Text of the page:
Imagine,  rain!  Yep, that’s right.  You heard it first here, right or wrong, as we like to say, over and over again because we can’t think of anything else.

After a couple of minutes of intense scrutiny, cloud maven person has decided to wake up and go blogulent that the computer prog showing a huge upper trough over the SW in 13-15 days, March 29-32nd is accurate.    Will be cold, too.  Little crybaby snow birds might be heading back to Wisconsin or Michigan when this cold spell hits.  Just kidding, flat landers!  (Actually, they’ll be leaving us due to being little crybabies when the temperature hits the 90s-100s every day, temperatures we true Arizonans laugh at.)

Adding to the pile of “credibility” here is that this March came in like a “lamb” I think.  Has to go out as a “lion.”  Or so the saying goes. Science and folk lore, that’s what you get here.

Here’s the actual computer forecast of the trough from last evening’s global data as rendered by IPS MeteoStar:

Valid at 5 PM AST, March 29th. Potent trough takes over the whole of the western US. Note the critical wind jet at this height (500 millibars) is over and south of Tucson, a nearly mandatory requirement for cool season rain here. (Unpublished study, Rangno, 1974; covered the whole US, that study, too.
Valid at 5 PM AST, March 29th. Potent trough takes over the whole of the western US. Note the critical wind jet at this height (500 millibars) is over and south of Tucson, a nearly mandatory requirement for cool season rain here. (Unpublished study, Rangno, 1974; covered the whole US, that study, too.

 

Pretty exciting isn’t it, jet stream way to the south like that?

And this after our too-long-dry-spell pretty much since the first week in January,  the dry spell associated with the strong “El-None-yo”, to be sarcastic after ALL the high expectations for copious rains, the incredible wildflower bloom that would be our pleasure to experience this spring following the pounding rains due to the Big Niño meteorologists and media got so excited about.

DSC_2811
Poppy hills, down Bowman Road here in Catalina. Yes, we have some poppies, but they’re stunted looking, as are the other wildflowers around, struggling to survive in all the dry air since the fall and early winter rains.

But, no.  Moving ahead after draining some emotion…. Thanks for listening.

So’s why CMP going out of what seems to be a long, thin limb here, that other forecasters are afraid of doing, that is forecasting with confidence something so far in advance?

Well, of course its because we got us a pretty darn strong signal again in the NOAA “Lorenz” or spaghetti or “ensemble” plots, where errors1 are deliberately put in the data to see how wildly the outcomes vary.  If the outputs don’t vary a lot, then confidence can be high about a forecast.  “Varying” is seen in how wildly the lines (contours) on these plots are.  Below, an example where there’s not a lot of confidence….

Valid 5 PM, Saturday, March 26th. Really can't have too much confidence here. Arizona is in there somewhere. This came out a few days ago.
Valid 5 PM, Saturday, March 26th. Really can’t have too much confidence here. Arizona is in there somewhere. This came out a few days ago.  Quite a knee-slapper.

(Below we discuss, in contrast, the one from last evening and how we used one of these crazy plots before):

Rememeber, first,  how to spell “remember”,  and then that’s how we knew for sure a big trough would be over us even 10-two weeks ahead back whenever it was when we got a little rain and it was damn cold for a few days this March.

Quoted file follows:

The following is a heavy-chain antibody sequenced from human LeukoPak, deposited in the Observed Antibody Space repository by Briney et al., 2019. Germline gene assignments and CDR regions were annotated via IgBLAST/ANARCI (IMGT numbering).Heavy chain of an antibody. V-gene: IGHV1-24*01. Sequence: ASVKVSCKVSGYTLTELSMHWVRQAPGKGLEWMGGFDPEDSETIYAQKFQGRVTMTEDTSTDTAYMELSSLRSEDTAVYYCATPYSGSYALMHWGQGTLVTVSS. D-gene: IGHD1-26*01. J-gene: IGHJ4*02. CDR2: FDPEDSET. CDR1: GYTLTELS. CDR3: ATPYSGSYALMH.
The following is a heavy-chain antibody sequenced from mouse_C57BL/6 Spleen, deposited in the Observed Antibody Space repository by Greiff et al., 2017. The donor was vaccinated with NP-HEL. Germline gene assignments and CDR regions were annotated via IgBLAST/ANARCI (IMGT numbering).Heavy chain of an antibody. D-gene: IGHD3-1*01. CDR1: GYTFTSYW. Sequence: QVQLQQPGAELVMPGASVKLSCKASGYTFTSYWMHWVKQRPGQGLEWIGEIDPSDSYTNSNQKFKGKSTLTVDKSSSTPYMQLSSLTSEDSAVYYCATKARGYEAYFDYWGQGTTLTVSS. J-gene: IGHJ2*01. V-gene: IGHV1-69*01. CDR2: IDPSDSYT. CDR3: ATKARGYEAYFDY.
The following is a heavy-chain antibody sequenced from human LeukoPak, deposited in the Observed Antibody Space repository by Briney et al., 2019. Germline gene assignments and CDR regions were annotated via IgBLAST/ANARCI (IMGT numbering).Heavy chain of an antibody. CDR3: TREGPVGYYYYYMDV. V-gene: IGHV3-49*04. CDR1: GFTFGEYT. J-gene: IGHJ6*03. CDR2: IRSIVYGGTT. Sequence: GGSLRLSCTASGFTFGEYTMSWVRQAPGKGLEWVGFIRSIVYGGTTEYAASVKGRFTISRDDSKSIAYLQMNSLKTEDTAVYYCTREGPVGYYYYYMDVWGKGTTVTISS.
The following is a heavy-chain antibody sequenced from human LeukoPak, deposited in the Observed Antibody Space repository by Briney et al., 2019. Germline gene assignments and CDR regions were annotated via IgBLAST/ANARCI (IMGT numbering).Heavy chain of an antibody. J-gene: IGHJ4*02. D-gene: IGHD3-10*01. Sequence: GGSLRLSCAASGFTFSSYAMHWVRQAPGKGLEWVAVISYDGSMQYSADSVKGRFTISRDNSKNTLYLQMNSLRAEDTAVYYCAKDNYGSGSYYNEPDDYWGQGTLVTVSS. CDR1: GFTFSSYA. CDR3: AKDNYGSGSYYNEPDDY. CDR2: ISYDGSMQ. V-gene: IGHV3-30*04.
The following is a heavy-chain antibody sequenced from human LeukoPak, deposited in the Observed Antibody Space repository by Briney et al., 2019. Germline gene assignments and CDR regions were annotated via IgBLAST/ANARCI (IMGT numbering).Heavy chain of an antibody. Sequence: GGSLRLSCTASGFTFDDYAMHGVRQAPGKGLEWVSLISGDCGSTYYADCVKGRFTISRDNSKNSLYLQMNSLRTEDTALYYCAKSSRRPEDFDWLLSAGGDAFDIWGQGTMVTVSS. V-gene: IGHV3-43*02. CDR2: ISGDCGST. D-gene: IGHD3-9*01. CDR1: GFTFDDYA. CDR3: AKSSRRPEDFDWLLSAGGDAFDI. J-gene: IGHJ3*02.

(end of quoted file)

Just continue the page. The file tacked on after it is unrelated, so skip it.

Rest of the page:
Valid at 5 PM AST March 29th. Relative bunching of red contours of the 500 millibar height contours indicates forecast confidence can be high for a trough in Arizona and the West in the last couple of days of March. So, I'm going for it.
Valid at 5 PM AST March 29th. Relative bunching of red contours of the 500 millibar height contours indicates forecast confidence can be high for a trough in Arizona and the West in the last couple of days of March. So, I’m going for it.

Since this forecast of a good chance of rain late in the month is likely to be quite accurate, there’ll be no need to update you after today.

 

The MAIN thing to remember, in a teaching moment, is to not be afraid when a model run comes out with something vastly different than what I just wrote about 5 minutes after I posted this, to wit, this VASTLY different model output based on data just 6 h after the model outputs above.  I laughed at it, since spaghetti rules, not a single model output.  That’s the teachable moment, I think.

Valid at 11 PM AST March 29th, almost the same time as the model output showing the giant trough in the West. Not here though. From a spaghetti frame of mind, a real laugher, this one. (I think.)
Valid at 11 PM AST March 29th, almost the same time as the model output showing the giant trough in the West. Not here though.
From a spaghetti frame of mind, a real laugher, this one. (I think.)

 

The End
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1 Hahah, as though we don’t make enough of them when we vote and stuff; remember that saying about why there’s an eraser on the top of a pencil?  Very profound.  And, “hey” look at the state of this planet?  We need an awfully big “eraser” these days.

 

 

“Storm” total climbs to 0.10 inches with latest 0.02 inches!

People were wearing jackets as temperatures got locked down below 80° F the past few days, the wind blew once in a while, sometime lifting baseball caps off “gray hairs”, and gray skies hovered over Sutherland Heights for TWO and a half days!

A surprise, few-minute gusher in the early afternoon yesterday was enough to tip the old Davis tipping bucket rain gauge once1, too, to add another 0.02 inches to the 0.08 inches we were drenched with the night before.

What’s ahead.  I dunno.

Really thought THIS storm was gonna be a doozie here, not in Mexico as it is now, for Pete’s Sake.  Some weeks ago it was read by my reader (s?)  here that we had only a 10% chance of LESS than 0.20 inches.  In fact, we had a 100% chance of 0.10 inches.